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S & H International Concert Review

Stravinsky: Symphonies of Wind Instruments (1920, rev. 1947), Shostakovich: Violin Concerto No. 1 in A Minor, Op. 77, Prokofiev: Excerpts from Romeo and Juliet, Op. 64, Nadja Salerno-Sonnenberg (Vln), Minnesota Orchestra, Osmo Vänskä, Music Director and Conductor, Carnegie Hall, New York City, February 9, 2004 (BH)

 

In his first Carnegie appearance since his appointment with the outstanding Minnesota Orchestra, Osmo Vänskä offered a generous program of 20th century Russian works. The opener, the brief, seldom done Symphonies of Wind Instruments, had a reverence not unwelcome in a space still reeling from the unexpected death of Robert Harth. Although this piece had probably been planned long before, it was hard not to hear it as another elegy for the much-revered head of Carnegie Hall.

The mood became considerably less somber when Salerno-Sonnenberg took the stage, looking rock-star chic in glittering black pants and a black-and-white shirt. I heard her do this same piece about ten years ago with the Philadelphia Orchestra, and am happy to report that she is still virtually unsurpassed in mining its lodes of mourning and franticness. If others have also mastered its astonishing heights Ė in the past year Iíve heard versions by Hilary Hahn, Maxim Vengerov and Vadim Repin Ė her feeling for the piece is quite clear. If nothing else, her sheer stance Ė legs wide apart, now rocking back and forth, now planted firmly onstage Ė announced all-out combat with one of the most formidable works a violinist can encounter. Whether in the skittering high spirits of the Scherzo, or the deeply meditative third-movement cadenza that then hurls itself into the raging final Burlesca, Salerno-Sonnenberg obviously loves this piece and attacked it with pit bull ferocity. What some classical listeners find off-putting, I think, is the way she makes her wrestling with the music so obvious, but this is one piece with which to wrestle unapologetically, and I find her volatile temperament a perfect mate.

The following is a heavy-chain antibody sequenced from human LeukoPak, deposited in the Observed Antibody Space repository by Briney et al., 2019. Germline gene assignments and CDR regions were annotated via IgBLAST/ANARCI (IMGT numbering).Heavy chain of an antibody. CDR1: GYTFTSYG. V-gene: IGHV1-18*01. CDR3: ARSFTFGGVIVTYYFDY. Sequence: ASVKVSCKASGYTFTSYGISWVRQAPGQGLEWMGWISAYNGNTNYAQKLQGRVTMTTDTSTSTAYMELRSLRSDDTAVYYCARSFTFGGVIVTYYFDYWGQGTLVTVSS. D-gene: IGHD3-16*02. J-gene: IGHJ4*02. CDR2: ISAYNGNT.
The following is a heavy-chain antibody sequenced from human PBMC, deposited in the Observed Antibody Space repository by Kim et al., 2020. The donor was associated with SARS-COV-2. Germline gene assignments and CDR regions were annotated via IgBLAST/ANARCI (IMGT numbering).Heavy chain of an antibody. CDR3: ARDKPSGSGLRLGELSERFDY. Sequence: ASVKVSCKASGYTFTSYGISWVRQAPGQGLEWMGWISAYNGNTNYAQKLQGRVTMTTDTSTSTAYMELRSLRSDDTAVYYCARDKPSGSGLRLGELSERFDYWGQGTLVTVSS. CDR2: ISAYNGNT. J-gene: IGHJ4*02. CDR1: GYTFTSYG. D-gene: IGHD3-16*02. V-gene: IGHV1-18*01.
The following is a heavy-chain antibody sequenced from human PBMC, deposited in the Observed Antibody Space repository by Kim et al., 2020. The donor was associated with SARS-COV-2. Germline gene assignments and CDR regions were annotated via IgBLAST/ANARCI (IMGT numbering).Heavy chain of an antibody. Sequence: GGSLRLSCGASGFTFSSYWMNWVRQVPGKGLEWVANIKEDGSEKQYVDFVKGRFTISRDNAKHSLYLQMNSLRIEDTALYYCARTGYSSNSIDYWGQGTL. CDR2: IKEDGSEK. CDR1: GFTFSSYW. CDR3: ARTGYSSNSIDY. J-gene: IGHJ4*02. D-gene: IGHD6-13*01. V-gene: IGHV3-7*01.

From the bracing beginning of the Prokofiev, Vänskäís intensity consistently impressed, whether in the feverish string passages when Tybalt and Mercutio Fight or the tender Death of Juliet that ended the suite. As in the rest of the evening, I was struck over and over by the commitment of these fine musicians, having heard them last year in a towering Mahler Eighth Symphony. Again and again, hearing some of the United Statesí many orchestras, I think the term "The Big Five" should be finally and decisively consigned to music history. Certainly the Minnesota group plays as fearless as they come on the occasions Iíve heard them, so Iíll play the optimist and predict that Vänskä and the orchestra will make their new partnership an increasingly potent force. Not many orchestras would use this appearance to kick off an impressive European tour that includes a concert version of Bartókís Duke Bluebeardís Castle.

With three encores prepared, the enthusiastic crowd wanted them all: the March from Prokofievís Love for Three Oranges, followed by the Aragonaise from Massenetís Le Cid, and for the finale the traditional Finnish favorite, the Sakkijarven Polka, arranged with more than a little wit by Mr. Vänskä.

Bruce Hodges

Osmo Vänskä interview.

 

 

 


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